So the #NPPF might be amended to put back the Agricultural Dwellings Tests

A classic example of a policy that was solely excluded because of an arbitrary 50 page limit.  How many dozens of responses asked to keep or amend them to avoid a policy black hole.

Mark Southgate (PINS) at an Agricultural Workers Conference, according to Planning Resource

Southgate was speaking at the British Institute of Agricultural Consultants rural planning conference, which took place near Kettering in Northamptonshire.

He also told delegates that tests applied to applications for essential agricultural workers’ dwellings might reappear following the government review of the guidance that previously underlay planning policy guidance and statements. The tests were largely swept away by the introduction of the National Planning Policy Framework.

6 thoughts on “So the #NPPF might be amended to put back the Agricultural Dwellings Tests

  1. Re-issuing the old PPS7 (i.e PPG7 1992!) tests may fill a perceived policy ‘black hole’ … but re-using 20+ year old tests which seem to have been deliberately designed to block ALL agricultural dwellings is a bit lazy. The old tests were devised at a time when farmers wanted to give up and thus sell as much land as possible for housing. Twenty years later the whole economic environment has changed. In fact the whole world has changed! Sure, we need a way of blocking speculative executive homes in the countryside – but the old PPS7 rules are no longer the way to do it. Focusing on the ‘process’ rather than the ‘goal’ is an error. The Petter-Harris judgement confirmed that the INTENT of a law is the main point, so infringement of a PROCESS rule must be assessed with this in mind. The PPS7 rules were never fit for purpose : we need a fairer, more honest policy.

    • Hello Richard Hathway. PPS7 I thought and hoped had been abolished, my partner and I have been fighting our council for over 4 years to get retrospective 3 years permission in a mobile home on our small hill farm. Sadly the council has always sided with the wealthy incomers who do not want local farmers to live near them, they would much prefer us to live in town and drive in every day (12 miles each way). We have spent a small fortune on legal and professional fees with appeals but the council has gone to the other side of the country to get the best specialists to trash every business plan of ours, our problem is that the financial test is very high for a small hill farm and when talking to other local farmers who all support us about how much we are meant to earn they all laugh and say ‘I wish!’. With the new NPPF we felt that it should be a little easier and that it was time to go straight for the farmhouse, we then applied for an earth shelter, zero carbon house with solar panals on the barn as we are off grid, and a biodiversity upgrade to support our farm, we farm Alpacas and free range hens for their eggs which we supply to local businesses as well as a trust box at the end of our lane for the the locals and tourists. The council still refused permission so we are going to appeal again. Having just seen that the NPPF may bring back the PPS7 tests we are very concerned, we are happy with what we are earning and we want to add more to our farm business once we have our permission which may well provide us with the agricultural wage they keep refering to, but we can’t throw more money at the business to expand it when we have no certainty that we can stay and continue with our farm, it has been really soul destroying for us. We have always made it clear that we will gladly have some kind of agri tie to the farm but the council has always argued that it is easy to remove a tie! This land has belonged to my family since I was a few months old and farmed by my parents until they had to retire thanks to old age and disabilities some 12 years ago, they sold the farmhouse and about 40 acres to buy a house to retire to. They kept the other 53 acres as the people who bought the farmhouse did not want too much land as they are not farmers. We just hope that our business is taken seriously by the next inspector.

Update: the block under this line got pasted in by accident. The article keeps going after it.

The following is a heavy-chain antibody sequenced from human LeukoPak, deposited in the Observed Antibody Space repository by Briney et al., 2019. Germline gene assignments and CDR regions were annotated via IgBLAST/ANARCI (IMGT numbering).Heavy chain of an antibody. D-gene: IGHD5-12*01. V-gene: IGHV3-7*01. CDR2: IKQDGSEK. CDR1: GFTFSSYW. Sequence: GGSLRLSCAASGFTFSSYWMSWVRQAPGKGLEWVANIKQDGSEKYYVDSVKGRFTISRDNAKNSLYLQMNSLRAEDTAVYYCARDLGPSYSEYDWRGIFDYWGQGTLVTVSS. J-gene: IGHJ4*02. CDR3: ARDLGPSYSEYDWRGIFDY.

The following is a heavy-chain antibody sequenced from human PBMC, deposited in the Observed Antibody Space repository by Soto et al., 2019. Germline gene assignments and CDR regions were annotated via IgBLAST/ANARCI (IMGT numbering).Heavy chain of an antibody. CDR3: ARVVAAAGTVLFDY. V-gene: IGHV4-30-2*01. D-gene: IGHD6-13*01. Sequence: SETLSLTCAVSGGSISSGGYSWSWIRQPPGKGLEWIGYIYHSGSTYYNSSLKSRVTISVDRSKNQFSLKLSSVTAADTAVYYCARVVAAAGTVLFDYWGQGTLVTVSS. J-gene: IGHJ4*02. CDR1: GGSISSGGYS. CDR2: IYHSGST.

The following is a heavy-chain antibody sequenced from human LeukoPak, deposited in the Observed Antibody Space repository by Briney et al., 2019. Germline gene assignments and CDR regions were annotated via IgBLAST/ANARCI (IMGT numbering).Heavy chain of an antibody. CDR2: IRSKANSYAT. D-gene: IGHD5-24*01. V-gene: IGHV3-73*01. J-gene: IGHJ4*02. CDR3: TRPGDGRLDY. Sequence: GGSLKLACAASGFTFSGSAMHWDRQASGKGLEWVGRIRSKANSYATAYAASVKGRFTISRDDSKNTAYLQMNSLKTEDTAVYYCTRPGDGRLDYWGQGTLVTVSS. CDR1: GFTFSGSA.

2. Veronica,

    PPS7 Annex A is a set of outdated guidelines which should never again see the light of day.

    Over the last few months I have been in in-depth discussions with central government over this topic.

    I anticipate a set of fairly similar – but more modern & more realistic – guidelines to be produced in due course.